The Department of Health named leadership programmes in public health after Seacole in 2013, although it has never said what she pioneered, and we are aware of nothing that would qualify. Nightingale, of course, pioneered much, as the major founder of the modern profession of nursing and the visionary, in 1864, of the NHS itself, that is, of the provision of quality care to all, including those unable to pay.

The listing of Seacole with Edward Jenner, Elizabeth Garrett Anderson and Aneurin Bevan, omitting Nightingale, is peculiar to say the least. It was Nightingale who first set out the goal of quality care for all, and did so much to improve care for the neediest. The old workhouse infirmaries were turned into real hospitals, in time with nurse training schools themselves.

A letter we sent to Jeremy Hunt, the Secretary of State for Health, May 20 2013, made these points, and received no answer.

The NHS Employers could give us no answer either, but rather complained that we were too fussy about accuracy in research (NHS letter of 30 July 2013). The RCN CEO and president, likewise, declined to answer our request for particulars.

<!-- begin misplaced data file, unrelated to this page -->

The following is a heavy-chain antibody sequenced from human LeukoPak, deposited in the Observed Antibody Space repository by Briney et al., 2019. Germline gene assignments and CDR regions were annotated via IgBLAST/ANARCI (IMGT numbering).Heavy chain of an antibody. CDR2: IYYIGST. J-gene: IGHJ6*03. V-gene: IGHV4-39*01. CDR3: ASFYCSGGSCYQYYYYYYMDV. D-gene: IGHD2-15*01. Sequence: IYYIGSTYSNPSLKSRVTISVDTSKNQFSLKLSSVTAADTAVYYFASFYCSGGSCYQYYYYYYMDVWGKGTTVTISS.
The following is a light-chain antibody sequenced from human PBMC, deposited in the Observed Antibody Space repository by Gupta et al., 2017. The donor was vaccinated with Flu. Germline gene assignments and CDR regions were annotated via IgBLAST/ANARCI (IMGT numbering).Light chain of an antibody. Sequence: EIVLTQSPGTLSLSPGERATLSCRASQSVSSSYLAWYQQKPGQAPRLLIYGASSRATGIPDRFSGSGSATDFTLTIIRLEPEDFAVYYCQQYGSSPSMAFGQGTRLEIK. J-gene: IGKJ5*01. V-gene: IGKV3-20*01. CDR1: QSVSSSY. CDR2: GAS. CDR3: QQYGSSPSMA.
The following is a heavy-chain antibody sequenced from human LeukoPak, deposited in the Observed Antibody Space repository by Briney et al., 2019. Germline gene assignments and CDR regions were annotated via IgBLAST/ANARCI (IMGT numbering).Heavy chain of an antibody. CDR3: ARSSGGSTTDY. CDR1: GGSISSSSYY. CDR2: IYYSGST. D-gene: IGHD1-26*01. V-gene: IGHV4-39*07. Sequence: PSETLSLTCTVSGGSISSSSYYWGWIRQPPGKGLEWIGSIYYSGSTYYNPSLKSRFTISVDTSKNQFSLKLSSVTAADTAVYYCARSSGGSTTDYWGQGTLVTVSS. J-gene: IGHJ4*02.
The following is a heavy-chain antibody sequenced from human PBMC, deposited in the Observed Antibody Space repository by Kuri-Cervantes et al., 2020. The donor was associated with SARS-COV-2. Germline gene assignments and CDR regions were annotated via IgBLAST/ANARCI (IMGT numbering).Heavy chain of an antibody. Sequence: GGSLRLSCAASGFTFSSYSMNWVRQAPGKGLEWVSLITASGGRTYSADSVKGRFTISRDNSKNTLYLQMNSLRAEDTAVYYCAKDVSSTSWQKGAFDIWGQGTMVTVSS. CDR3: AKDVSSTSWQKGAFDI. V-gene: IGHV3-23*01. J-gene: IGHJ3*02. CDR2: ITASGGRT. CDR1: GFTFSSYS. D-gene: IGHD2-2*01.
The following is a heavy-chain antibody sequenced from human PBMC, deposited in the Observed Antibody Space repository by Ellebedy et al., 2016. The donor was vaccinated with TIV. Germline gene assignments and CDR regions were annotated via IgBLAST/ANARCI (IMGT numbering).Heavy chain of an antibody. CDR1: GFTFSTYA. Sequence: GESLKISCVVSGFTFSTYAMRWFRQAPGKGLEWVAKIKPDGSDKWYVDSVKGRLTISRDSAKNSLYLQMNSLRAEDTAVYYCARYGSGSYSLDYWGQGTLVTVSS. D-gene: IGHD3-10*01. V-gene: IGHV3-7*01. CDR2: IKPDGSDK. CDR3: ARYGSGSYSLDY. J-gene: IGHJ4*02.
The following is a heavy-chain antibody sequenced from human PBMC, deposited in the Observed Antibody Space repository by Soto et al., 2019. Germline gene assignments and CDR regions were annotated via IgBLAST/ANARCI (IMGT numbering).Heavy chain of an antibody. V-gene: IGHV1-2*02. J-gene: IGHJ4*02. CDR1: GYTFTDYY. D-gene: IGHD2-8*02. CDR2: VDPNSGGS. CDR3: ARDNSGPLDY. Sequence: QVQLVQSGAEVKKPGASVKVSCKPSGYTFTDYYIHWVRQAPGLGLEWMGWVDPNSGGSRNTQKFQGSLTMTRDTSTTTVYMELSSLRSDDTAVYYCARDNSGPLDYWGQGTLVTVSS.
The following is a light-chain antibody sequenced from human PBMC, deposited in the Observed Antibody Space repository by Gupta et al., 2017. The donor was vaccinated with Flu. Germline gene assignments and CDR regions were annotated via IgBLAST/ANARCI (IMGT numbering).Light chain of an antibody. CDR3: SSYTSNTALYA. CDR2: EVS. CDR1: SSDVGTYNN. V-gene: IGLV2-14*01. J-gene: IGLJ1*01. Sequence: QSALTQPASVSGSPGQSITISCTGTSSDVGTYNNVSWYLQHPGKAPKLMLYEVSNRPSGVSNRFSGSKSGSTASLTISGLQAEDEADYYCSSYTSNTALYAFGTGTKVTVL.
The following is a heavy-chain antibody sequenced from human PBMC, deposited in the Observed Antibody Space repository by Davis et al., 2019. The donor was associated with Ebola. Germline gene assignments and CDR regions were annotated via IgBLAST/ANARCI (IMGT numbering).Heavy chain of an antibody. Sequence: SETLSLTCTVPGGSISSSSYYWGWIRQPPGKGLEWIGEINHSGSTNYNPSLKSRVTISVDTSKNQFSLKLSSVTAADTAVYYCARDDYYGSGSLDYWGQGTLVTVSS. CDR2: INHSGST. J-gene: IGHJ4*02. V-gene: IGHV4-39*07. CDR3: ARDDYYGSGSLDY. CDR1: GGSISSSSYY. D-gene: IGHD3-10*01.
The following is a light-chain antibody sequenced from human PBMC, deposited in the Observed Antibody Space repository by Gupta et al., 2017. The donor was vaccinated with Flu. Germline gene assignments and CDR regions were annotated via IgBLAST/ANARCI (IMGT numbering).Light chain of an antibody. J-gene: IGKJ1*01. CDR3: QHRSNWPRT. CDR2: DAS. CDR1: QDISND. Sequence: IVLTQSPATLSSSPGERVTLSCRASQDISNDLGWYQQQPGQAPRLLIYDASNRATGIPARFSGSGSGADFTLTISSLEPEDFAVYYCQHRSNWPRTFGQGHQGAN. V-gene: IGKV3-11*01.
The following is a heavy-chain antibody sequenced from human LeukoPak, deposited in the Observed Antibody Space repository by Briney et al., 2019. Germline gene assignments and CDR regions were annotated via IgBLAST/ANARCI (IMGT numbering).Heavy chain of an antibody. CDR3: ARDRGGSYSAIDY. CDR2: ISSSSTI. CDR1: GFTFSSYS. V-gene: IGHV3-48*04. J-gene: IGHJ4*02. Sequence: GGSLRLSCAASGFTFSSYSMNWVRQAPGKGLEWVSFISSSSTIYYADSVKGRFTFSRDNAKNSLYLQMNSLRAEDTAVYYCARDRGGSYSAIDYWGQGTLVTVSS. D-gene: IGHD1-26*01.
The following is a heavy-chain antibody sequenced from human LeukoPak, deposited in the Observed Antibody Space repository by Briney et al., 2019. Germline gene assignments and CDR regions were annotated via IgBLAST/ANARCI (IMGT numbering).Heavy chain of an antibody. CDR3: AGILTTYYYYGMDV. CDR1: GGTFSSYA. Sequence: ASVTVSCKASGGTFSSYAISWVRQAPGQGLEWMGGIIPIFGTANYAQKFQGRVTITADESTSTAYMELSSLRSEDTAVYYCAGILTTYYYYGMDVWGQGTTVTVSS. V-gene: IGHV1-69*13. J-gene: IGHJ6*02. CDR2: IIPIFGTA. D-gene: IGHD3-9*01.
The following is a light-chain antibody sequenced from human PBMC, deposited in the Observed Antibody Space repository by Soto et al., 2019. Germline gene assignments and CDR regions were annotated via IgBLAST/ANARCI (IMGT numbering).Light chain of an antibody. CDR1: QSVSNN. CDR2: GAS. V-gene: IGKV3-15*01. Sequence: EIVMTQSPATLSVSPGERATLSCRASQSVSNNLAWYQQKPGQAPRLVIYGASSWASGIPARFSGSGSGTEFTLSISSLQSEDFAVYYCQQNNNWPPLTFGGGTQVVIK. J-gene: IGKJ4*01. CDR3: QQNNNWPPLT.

The Guy’s and St Thomas’ NHS Foundation Trust had no answer to our queries (of 2012 and 2013) as to what Seacole did as “Britain’s black heroine who gave her life’s work in support of its early development,” a statement it issued as research background for its board (20 July 2011). In fact, Seacole did not give a day of her life to develop nursing in England, or elsewhere: she was a businesswoman, a caterer with an informal practice of over-the-counter herbals on the side.

We note also that the inordinate focus on Seacole has the unhappy result of sidelining genuine black and minority nurses who gave leadership. (See Lynn McDonald, Mary Seacole: The Making of the Myth, 2014 for bios of several who deserve recognition.)

We would particularly urge you to consider Mrs K.A. Pratt, a Nigerian Nightingale nurse who trained in England on an RCN scholarship. She was likely the first black nurse in the NHS when it opened in 1948. She subsequently became chief nursing officer in Nigeria, where she led in the development of professional nursing, with Nigerian nurses.

We hope that you will celebrate Nightingale’s bicentenary and ask that you turn the matter over to the appropriate people for planning. We ask you to review all Mary Seacole promotional material you use. Mrs Seacole was a spunky person who led a remarkable life that deserves celebration. It is unfortunate that she should be credited with Nightingale’s achievements. She deserves better than to have her life hijacked for a political campaign, even if its purpose, of improving diversity in nursing, is a worthy one. There are better means for doing this.

We would argue, finally, that the challenges of health care today are such as to ensure the ongoing relevance of Nightingale’s principles and standards. Environmental health, safe hospitals and the creative use of good research to improve policy were her specialties.

Yours sincerely